---Beautiful (and moving) piece on @ChuckTingle, the Hugo Awards, Elves and Shoemakers: https://t.co/q7GVYmTlHy— Neil Gaiman (@neilhimself) August 27, 2016
I know things that I didn't even know I knew.
---Things native English speakers know, but don't know we know: pic.twitter.com/Ex0Ui9oBSL— Matthew Anderson (@MattAndersonBBC) September 3, 2016
Will I make money as an artist?
---A toast to every artist who has a piece of art out there with 10,000+ shares/likes and less than 5 sales pic.twitter.com/OvAv0D1V30— Kate Leth (@kateleth) August 28, 2016
Lessons for Story Tellers at the World Domination Summit
(2) You can always edit more than you think
What it is the point we’re trying to get across with this story?
What can I cut out, but still get this point across?
It’s brutal. But in the end, I managed to edit some stories down to 30 seconds – which gave us wiggle room to add some details back in
Spoon! Jimmy Diresta makes one.
Boingboing has a quote from him with a link that didn't work for me.
As a dabbler who hasn't done enough continuously enough to learn by doing, videos like these are wonderful. At the beginning, Diresta makes his block on two sides with the rough shape of his spoon. Of course, once he cuts on axis, the marks have been removed. What does Diresta? He applies glue to the part that will be next cut off and rebuilds his block. Then he cuts again and the rough is cut free top and bottom, left and right. That was worth the price of the video right there.
And a graphic reminder:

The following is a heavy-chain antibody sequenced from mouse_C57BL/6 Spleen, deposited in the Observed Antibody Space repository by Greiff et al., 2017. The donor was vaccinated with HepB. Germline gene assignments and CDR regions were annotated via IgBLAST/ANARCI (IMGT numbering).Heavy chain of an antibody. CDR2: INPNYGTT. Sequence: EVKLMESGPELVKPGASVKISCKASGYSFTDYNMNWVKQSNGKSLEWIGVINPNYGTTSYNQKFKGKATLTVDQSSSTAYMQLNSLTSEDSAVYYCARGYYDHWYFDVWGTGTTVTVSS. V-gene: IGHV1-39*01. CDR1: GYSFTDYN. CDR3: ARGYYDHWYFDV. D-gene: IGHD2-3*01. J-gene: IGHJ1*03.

Pelee Island Writer's retreat funding on Indiegogo.
The funds raised in this one-time effort will be used for the start-up costs for the Pelee Island Book House and Writers' Retreat. Known for its beaches and birding, the island's quiet beauty makes it an ideal location. Perks are offered at every level,---
Work free, for exposure.
I, uh, am attempting to write a (very) short story for this blog every week - see 'click bait' for stories - to produce content for this blog to attract eyeballs and good feeling from readers so that when I publish a book,there'll be some people to read it. Maybe even pay for the dubious pleasure of reading it. These stories are free - and that is probably a realistic measure of their value - and i do it for exposure.
Of course, I am doing this by choice, on my own platform.
At For Exposure, there is a long list of screen caps showing people asking for artists to work for free and getting angry when the artist asks for money. The above link is to a Twitter account and I think the examples are collected here on Imgur. As always, I have shrunk the images. To see them fullsize, and many, many more, follow the link.
And more on the same subject. Vice allegedly treats its freelancers badly.
IN AN ERA OF JOURNALISM in which freelancers have grown accustomed to being treated like disposable cogs of news production, Vice appears to be in a league of its own.Via Boingboing.
Interviews with more than a dozen freelance journalists suggest the young, edgy news organization heralded as the future of journalism also has ushered in a new low for its treatment of freelance journalists.